When Jim was recovering from brain surgery, the hospital staff brought in a makeshift bowling alley into his room. It was Good Friday, and Jim and his family made a tradition of going bowling the Friday before Easter. And not one to miss out, pins, bowling balls and a “lane” was created in honor of this tradition, in spite of Jim’s diagnosis of a glioblastoma (GBM). To level the playing field, everyone had to bowl with their left hands and use wheelchairs. That was more than 15 years ago.
Bowling for a Greater Purpose
Each year since, Jim’s family, including his wife, Serena, two sons, daughter and their spouses along with a wide community of relatives and friends, continue Jim’s legacy in a special bowling event.
The Jim Hewitt Good Friday Bowl is a community event with the purpose of supporting brain tumor research and patient services. This event has been part of the ABTA’s Fundraise Your Way program for the last 15 years.
“When Jim was first diagnosis and treated for a stage 5 glioblastoma, the ABTA helped answer our questions through their informative website, or whenever we called the ABTA, we were always provided resources that could help us along this difficult journey,” said Serena.
Tumor Makes a Strike
Jim, a former Vietnam veteran and accountant, was always sharp-witted and keen on details. He came home after work one day and urged his family to go bowling…on Good Friday. He reasoned that if bowling was prohibited on such a day, it would be common knowledge. It wasn’t, and they went.
A few years later, Serena noticed that Jim was no longer himself. He became more disoriented, tired, and started to experience frequent headaches. He would forget details or requests on quick errands.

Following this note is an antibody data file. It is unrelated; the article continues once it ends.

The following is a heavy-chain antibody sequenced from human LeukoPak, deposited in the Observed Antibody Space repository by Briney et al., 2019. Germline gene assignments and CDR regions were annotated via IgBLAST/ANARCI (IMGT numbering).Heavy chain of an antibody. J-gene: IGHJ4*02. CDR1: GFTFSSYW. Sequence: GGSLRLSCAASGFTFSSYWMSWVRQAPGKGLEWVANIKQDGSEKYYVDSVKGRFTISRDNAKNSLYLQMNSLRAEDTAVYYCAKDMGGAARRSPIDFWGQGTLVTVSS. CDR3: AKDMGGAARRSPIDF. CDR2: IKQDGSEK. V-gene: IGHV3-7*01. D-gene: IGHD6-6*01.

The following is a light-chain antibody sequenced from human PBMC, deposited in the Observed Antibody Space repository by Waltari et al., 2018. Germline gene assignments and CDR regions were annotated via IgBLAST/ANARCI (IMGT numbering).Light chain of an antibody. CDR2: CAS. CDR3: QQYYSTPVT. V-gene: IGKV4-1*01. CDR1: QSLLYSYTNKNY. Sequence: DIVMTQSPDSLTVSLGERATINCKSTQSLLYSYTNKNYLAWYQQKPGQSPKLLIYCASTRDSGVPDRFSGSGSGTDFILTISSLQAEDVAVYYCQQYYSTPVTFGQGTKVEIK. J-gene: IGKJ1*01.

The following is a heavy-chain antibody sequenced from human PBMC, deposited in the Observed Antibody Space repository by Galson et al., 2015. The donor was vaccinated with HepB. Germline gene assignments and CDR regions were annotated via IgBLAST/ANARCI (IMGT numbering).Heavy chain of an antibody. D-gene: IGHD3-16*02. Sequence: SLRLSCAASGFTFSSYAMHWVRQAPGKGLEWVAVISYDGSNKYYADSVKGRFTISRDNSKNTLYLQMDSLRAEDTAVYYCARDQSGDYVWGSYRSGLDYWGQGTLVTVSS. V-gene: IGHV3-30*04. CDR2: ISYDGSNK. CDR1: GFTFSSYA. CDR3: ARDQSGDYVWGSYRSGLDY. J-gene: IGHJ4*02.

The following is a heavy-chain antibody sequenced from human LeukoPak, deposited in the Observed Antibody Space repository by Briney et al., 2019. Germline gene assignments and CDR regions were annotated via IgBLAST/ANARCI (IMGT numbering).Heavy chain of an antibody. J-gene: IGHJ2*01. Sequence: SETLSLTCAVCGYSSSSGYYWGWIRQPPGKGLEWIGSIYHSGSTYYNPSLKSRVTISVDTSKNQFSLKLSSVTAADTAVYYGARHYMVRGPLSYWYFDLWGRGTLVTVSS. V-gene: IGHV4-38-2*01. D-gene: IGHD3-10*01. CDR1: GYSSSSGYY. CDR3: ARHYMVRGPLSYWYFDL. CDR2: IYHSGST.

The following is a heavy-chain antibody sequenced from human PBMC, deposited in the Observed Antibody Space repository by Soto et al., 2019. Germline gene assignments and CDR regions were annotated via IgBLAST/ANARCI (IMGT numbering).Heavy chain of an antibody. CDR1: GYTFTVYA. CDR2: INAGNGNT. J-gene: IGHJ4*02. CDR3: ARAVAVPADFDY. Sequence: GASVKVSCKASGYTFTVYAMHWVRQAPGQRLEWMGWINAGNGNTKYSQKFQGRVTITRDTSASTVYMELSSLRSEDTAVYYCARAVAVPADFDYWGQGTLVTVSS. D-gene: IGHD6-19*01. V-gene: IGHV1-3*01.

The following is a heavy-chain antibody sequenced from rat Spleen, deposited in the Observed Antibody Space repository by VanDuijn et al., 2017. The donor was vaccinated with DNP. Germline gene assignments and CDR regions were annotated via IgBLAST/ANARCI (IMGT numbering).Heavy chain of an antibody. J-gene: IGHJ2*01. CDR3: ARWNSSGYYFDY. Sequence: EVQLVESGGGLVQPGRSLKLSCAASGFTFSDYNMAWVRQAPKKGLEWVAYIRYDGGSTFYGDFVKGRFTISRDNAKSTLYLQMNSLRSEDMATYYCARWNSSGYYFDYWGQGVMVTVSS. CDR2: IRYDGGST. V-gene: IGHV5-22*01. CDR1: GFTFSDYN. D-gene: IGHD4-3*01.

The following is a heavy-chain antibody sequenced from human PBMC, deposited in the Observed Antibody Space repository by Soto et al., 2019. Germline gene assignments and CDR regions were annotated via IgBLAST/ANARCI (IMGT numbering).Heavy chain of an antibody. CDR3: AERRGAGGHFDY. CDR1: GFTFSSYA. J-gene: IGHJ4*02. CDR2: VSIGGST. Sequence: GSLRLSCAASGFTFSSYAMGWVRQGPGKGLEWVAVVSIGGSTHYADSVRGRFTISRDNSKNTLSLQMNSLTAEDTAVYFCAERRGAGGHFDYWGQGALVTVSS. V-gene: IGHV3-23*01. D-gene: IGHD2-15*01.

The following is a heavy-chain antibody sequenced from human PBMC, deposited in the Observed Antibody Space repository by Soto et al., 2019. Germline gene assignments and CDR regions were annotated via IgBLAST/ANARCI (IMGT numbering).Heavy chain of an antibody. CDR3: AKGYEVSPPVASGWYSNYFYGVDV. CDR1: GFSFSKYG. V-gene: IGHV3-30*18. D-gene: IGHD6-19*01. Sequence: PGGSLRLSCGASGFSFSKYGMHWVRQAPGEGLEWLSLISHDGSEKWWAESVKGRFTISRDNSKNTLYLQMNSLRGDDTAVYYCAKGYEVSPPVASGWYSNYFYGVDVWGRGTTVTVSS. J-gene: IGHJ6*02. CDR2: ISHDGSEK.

“I asked Jim to get me cans of tomatoes from the store after work. That night, Jim called me three times asking the same question – what did I need from the store?” said Serena. “That’s when we decided to schedule an appointment for a brain scan.”
Finding a golf ball-sized tumor in his brain, it was early spring when Jim had brain surgery to remove as much of the tumor as possible. Jim became aphasic, limiting his words to “bye-bye”, “Timmy” and “football.” But Jim’s influence and bold personality helped Serena and his kids learn what he was really trying to communicate. Sadly, Jim lost his battle with the GBM in 2003.
Supporting Brain Tumor Research and Remembering Jim
“It was shocking to learn that only one penny on the dollar goes to brain tumor research. Since that moment, we knew we wanted to help the ABTA any way we could,” said Serena.
Fundraising nearly $50,000 for brain tumor research, Serena and her family has seen the bowling event grow from a small, family memorial to an organized community event that brings together an extended network of family, friends, neighbors and colleagues that honor Jim’s memory in a fun, informal setting.
“If we could help fund research for early-career, enterprising scientists and doctors who are looking to find a cure or more effective treatments, it might spare other families what we went through,” said Serena. “That’s why we host the Jim Hewitt Good Friday Bowl each year.”